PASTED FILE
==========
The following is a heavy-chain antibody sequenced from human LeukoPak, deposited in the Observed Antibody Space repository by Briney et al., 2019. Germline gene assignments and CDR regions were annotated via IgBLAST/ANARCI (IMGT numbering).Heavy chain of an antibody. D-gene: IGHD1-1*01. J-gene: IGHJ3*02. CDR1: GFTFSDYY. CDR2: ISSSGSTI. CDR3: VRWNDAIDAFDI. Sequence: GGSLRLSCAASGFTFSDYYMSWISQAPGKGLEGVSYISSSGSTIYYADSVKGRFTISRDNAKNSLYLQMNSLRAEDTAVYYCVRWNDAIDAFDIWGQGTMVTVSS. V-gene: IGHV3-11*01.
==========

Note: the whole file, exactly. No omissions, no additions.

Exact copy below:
The following is a heavy-chain antibody sequenced from human LeukoPak, deposited in the Observed Antibody Space repository by Briney et al., 2019. Germline gene assignments and CDR regions were annotated via IgBLAST/ANARCI (IMGT numbering).Heavy chain of an antibody. D-gene: IGHD1-1*01. J-gene: IGHJ3*02. CDR1: GFTFSDYY. CDR2: ISSSGSTI. CDR3: VRWNDAIDAFDI. Sequence: GGSLRLSCAASGFTFSDYYMSWISQAPGKGLEGVSYISSSGSTIYYADSVKGRFTISRDNAKNSLYLQMNSLRAEDTAVYYCVRWNDAIDAFDIWGQGTMVTVSS. V-gene: IGHV3-11*01.